Churning of the Sea of Milk
A Hindu myth in which gods and demons cooperate to churn the primordial ocean, in order to produce amrita, the elixir of immortality.
relief (Angkor Wat), naga bridge (Preah Khan), nage bridge (Angkor Thom)
In simplest terms, the personal god (tutelary divinity) of the king. Philosophically, the divine aspect (deva) of the king (raja). Each Khmer king associated himself with a particular divinity, usually a form of
Shiva, who protected the king and validated his rule. Moreover, the concepts of king and god overlapped each other: both were powerful, revered, blessed, rich, and the like. The devaraja represented their intersection: a fragment of the god, that also belonged to the king. This divine spark was worshiped in a state temple, by the king himself, during the king's life; and in the king's funerary temple after his death. The idea in Southeast Asia comes from India, but is not unique to that part of the world: there are reliefs in Egypt that depict Pharaoh sacrificing to himself, and the ancient Romans also sacrificed to the divine spirit (genius, in Latin) of their Emperor. In Cambodian art, the kings, and also their queens, were frequently portrayed as the gods or goddesses with which they were associated. Jayavarman II (Preah Ko)
A human-shaped figure, usually of a god or warrior, that guards the entrances to temples.
Phimai, Preah Ko
Erawan, or Airavata
The three-headed elephant upon which Indra rides.
Mahamuni Shrine (Mandalay), East Mebon (Angkor), South Gate (Angkor Thom), East Gate (Banteay Srei)
face tower
A Jayavarman VII-style tower that presents four carved faces overlooking the cardinal directions. The faces probably represent Jayavarman VII as
Avalokiteshvara, the Bodhisattva of Compassion, or as some other deity. For a discussion of this identification and some of its alternatives, see the entry (below) for the South Gate at Angkor Thom. Royal Palace (Phnom Penh), Ta Som, South Gate (Angkor Thom), Bayon-1 (Angkor Thom), Bayon-2 (Angkor Thom), Gopura V West (Ta Prohm)
[Thailand] A foreigner; the word is derived from the Thai pronunciation of "French."

A bird-man, Vishnu's mount. Garuda is the enemy of snakes, and can often be seen grasping them in his claws. His iconography encompasses a variable mixture of human and avian features, but usually includes at least a pair of wings and a beak.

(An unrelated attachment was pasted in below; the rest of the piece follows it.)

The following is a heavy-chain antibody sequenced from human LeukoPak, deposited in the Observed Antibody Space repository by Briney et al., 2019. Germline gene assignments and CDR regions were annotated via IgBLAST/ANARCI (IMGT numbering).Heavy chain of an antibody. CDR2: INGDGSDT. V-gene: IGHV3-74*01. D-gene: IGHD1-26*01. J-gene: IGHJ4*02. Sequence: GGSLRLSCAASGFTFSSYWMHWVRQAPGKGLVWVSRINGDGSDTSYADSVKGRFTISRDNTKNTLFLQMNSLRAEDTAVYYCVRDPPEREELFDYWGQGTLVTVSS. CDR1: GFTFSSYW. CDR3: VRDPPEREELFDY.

Preah Khan (Angkor), Elephant Terrace (Angkor Thom)
A gateway that leads through an enclosure wall and into a temple precinct; often elaborated with its own pediment, roof, and lintels.

grotesque (noun)
An amusing, exaggeratedly distorted figure. The word comes from the grottoes of ancient Rome, where such figures are painted on the walls.
Sulamani T. (Pagan)
[Pagan] A
temple proper, as opposed to a stupa. Temples have an interior space for worship that can be accessed from the outside. Stupas have a solid interior and cannot be entered. Although the word "gu" literally means "cave," the Pagan temples developed from early free-standing temples in North India. In Pyu-style temples, the Indian sikhara is replaced by a stupa-like finial. Nan-hpaya
A goose, the animal on which Brahma rides.
A square railing that surrounds the pole on top of a
The King of the Gods in early Hinduism. His domain is the sky; he is associated with rainstorms, and carries a thunderbolt (vajra), like the Greek god Zeus. His elephant mount
Airavata symbolizes clouds and thunder. In later Hinduism, Indra retains his formal title but becomes subordinate to Vishnu and Shiva, and is also pressed into service as the dikpala (directional guardian) of the East. In Buddhism, Indra and Brahma accompany Buddha in his descent from Trayastrimsha heaven. Shwe-zigon (Pagan), Ananda T. (Pagan), Banteay Srei (Cambodia)
Stories of the Buddha's past lives, in which he demonstrated the virtues of compassion and self-sacrifice that ultimately led to his final incarnation,
victory over Mara, and enlightenment.
kala, or kirttimukha
A partial "monster" face usually seen on lintels above a temple entrance, where it serves a protective (apotropaic, or turning-away-evil) function, with garlands depending from the kala's mouth. The lower jaw is usually missing but sometimes present. Infrequently, a pair of tiny arms may be sketched in below the face. Usually called "kirttimukha" in India, although some experts make a distinction between the two terms according to whether the face is biting down on the garlands (Kirttimukha) or isolated from them (Kala).

A pot symbolizing fertility and abundance, like the European cornucopia ("horn of plenty").
Nan-Hpaya, Phnom Rung
(Burma) A monastery.

A Hindu goddess, Vishnu's consort and symbol of good fortune and wealth. Her primary attribute is the lotus flower.
Nan-Hpaya, Prasat Kravan, lustration (East Mebon)
Auxiliary temple buildings that are found in pairs, one on each side of the main axis of a temple, and aligned to that axis, in front of the temple platform. These buildings are called "libraries" because they were formerly thought to contain copies of the scriptures. Their actual function is unknown, but by now the term "library" is unfortunately imbedded in the literature. They might have been storerooms or treasuries, containing temple paraphernalia, or possibly shrines containing the sacred fire.
Bayon (Angkor Thom), Banteay Srei
A rectangular crosspiece that spans an opening such as a door or a window (see: